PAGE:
This symbolism continues to be expressed in protests within the region, particularly following the series of “normalization” agreements in recent years. Tel Aviv is therefore opposed to the emergence of democratic governments in the region and the challenges this could pose to its maintenance of control over the occupied Palestinian territories, and relies on partner Arab autocrats to quell such sentiment.

Neighboring Egypt and Jordan, both of which have peace treaties with Tel Aviv, are of particular concern to Israel. Egypt is the most populous country in the Arab world and borders the Gaza Strip, while Jordan is ruled by a Hashemite minority over a majority Palestinian population and borders the West Bank. If genuine democracies were to emerge in these countries, they could play a much greater role in promoting Palestinian rights.

Israel also takes advantage of the lack of democratic governance in the region when trying to rally outside support. By portraying itself as constantly on the defensive in a “tough neighborhood,” Tel Aviv is able to project a lasting image of victimhood to its Western supporters. Moreover, by portraying itself as a lonely, beleaguered Western outpost, Israel aims to present itself as the most – perhaps the only – regional state actor capable of working with Western democracies.

If other Middle Eastern countries were able to establish themselves as functioning democracies, they could prove to be attractive new partners for Western states in the region and compete with Israel for support.

It is in this context that Israel interpreted the 2011 Arab uprisings and their aftermath. Israel has worked simultaneously with various Arab regimes to maintain autocratic control over the Middle East, which in turn supports Tel Aviv’s rule over the occupied Palestinian territories.

At the start of the uprisings, this was evidenced by the rhetoric of various Israeli officials such as the then Defense Minister, Ehud Barak, who stated that “these leaders [autocrats] as much as they were not accepted by their people, they were very responsible for regional stability… They are much more comfortable [to us] than peoples or streets in the same countries. Similarly, former Israeli Prime Minister Benjamin Netanyahu described the Arab uprisings as an “Islamic, anti-Western, anti-liberal, anti-Israeli and anti-democratic wave.”

In the 11 years since those comments, Israel’s relations with other counterrevolutionary actors, including Saudi Arabia, the United Arab Emirates, Bahrain and others, have grown exponentially for include extensive diplomatic, economic, and military collaboration, the provision of sophisticated surveillance technologies, and increasingly coordinated efforts to pressure Washington for their agendas.

The so-called “Abraham Accords” should be seen as a continuation of these efforts by creating a more formal coalition of anti-democratic actors, eagerly backed by the United States, as Washington seeks to pivot toward Indo-Pacific.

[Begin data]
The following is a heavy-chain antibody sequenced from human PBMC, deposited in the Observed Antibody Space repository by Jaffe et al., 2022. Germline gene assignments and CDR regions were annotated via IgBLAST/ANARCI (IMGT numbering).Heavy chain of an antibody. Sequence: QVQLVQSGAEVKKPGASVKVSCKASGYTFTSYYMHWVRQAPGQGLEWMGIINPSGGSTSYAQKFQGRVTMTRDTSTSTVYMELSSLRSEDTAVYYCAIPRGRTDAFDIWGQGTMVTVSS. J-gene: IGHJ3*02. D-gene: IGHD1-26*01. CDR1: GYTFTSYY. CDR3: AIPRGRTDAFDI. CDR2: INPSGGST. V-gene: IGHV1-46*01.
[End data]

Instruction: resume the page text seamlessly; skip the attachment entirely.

“The so-called ‘Abraham Accords’ should be seen as a continuation of these efforts by creating a more formal coalition of anti-democratic actors”

More recently, Israel has cultivated its ties with would-be autocrats, such as Libyan warlord Khalifa Haftar and his son Saddam Haftar, as well as Sudanese general Abdel Fattah al-Burhan who seized power in a coup. State last year. These efforts go beyond mere geopolitics and are aimed at a broader counter-revolutionary alliance that seeks to assert its dominance over the Middle East.

The United States has enthusiastically supported these counter-revolutionary actors by supplying them with advanced weapons and turning a blind eye to their human rights abuses. Despite Biden’s campaign promise to put human rights at the heart of his foreign policy, this same pattern has continued virtually unabated.

The continued US support for this coalition – rooted in what is often called the “authoritarian stability myth” – only serves to exacerbate the main source of grievances that underlie the region’s problems. : the autocrats themselves.

Jonathan Hoffman is a doctoral candidate in political science at the SCHAR School of Policy and Government at George Mason University. He holds an MA in Middle Eastern and Islamic Studies and a BA in Global Affairs. His work has been featured in Middle East Policy, Open Democracy, The Cipher Brief and other platforms. His research focuses on the geopolitics of the Middle East and political Islam.

This article originally appeared on Responsible Statecraft.

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The views expressed in this article remain those of the author and do not necessarily represent those of The New Arab, its editorial board or its staff.